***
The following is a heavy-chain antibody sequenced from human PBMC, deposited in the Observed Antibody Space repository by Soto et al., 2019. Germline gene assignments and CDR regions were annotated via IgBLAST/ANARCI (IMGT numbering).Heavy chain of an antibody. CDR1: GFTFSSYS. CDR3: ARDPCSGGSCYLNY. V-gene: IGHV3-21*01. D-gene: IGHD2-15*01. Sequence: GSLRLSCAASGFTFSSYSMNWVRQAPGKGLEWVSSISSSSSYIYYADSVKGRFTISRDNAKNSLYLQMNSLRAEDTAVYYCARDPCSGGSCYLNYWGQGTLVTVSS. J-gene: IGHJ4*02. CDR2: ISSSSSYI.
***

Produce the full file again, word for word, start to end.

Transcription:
The following is a heavy-chain antibody sequenced from human PBMC, deposited in the Observed Antibody Space repository by Soto et al., 2019. Germline gene assignments and CDR regions were annotated via IgBLAST/ANARCI (IMGT numbering).Heavy chain of an antibody. CDR1: GFTFSSYS. CDR3: ARDPCSGGSCYLNY. V-gene: IGHV3-21*01. D-gene: IGHD2-15*01. Sequence: GSLRLSCAASGFTFSSYSMNWVRQAPGKGLEWVSSISSSSSYIYYADSVKGRFTISRDNAKNSLYLQMNSLRAEDTAVYYCARDPCSGGSCYLNYWGQGTLVTVSS. J-gene: IGHJ4*02. CDR2: ISSSSSYI.